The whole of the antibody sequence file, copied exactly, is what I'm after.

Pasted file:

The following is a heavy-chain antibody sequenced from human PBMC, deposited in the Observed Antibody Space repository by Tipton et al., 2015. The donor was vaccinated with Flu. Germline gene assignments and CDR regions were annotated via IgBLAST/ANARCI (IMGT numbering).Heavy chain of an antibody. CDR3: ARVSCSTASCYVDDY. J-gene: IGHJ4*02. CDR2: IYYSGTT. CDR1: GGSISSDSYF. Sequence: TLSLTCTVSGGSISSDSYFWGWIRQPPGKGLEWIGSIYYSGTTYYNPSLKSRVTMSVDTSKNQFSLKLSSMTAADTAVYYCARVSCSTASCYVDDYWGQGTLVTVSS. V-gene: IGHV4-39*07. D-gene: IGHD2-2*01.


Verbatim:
The following is a heavy-chain antibody sequenced from human PBMC, deposited in the Observed Antibody Space repository by Tipton et al., 2015. The donor was vaccinated with Flu. Germline gene assignments and CDR regions were annotated via IgBLAST/ANARCI (IMGT numbering).Heavy chain of an antibody. CDR3: ARVSCSTASCYVDDY. J-gene: IGHJ4*02. CDR2: IYYSGTT. CDR1: GGSISSDSYF. Sequence: TLSLTCTVSGGSISSDSYFWGWIRQPPGKGLEWIGSIYYSGTTYYNPSLKSRVTMSVDTSKNQFSLKLSSMTAADTAVYYCARVSCSTASCYVDDYWGQGTLVTVSS. V-gene: IGHV4-39*07. D-gene: IGHD2-2*01.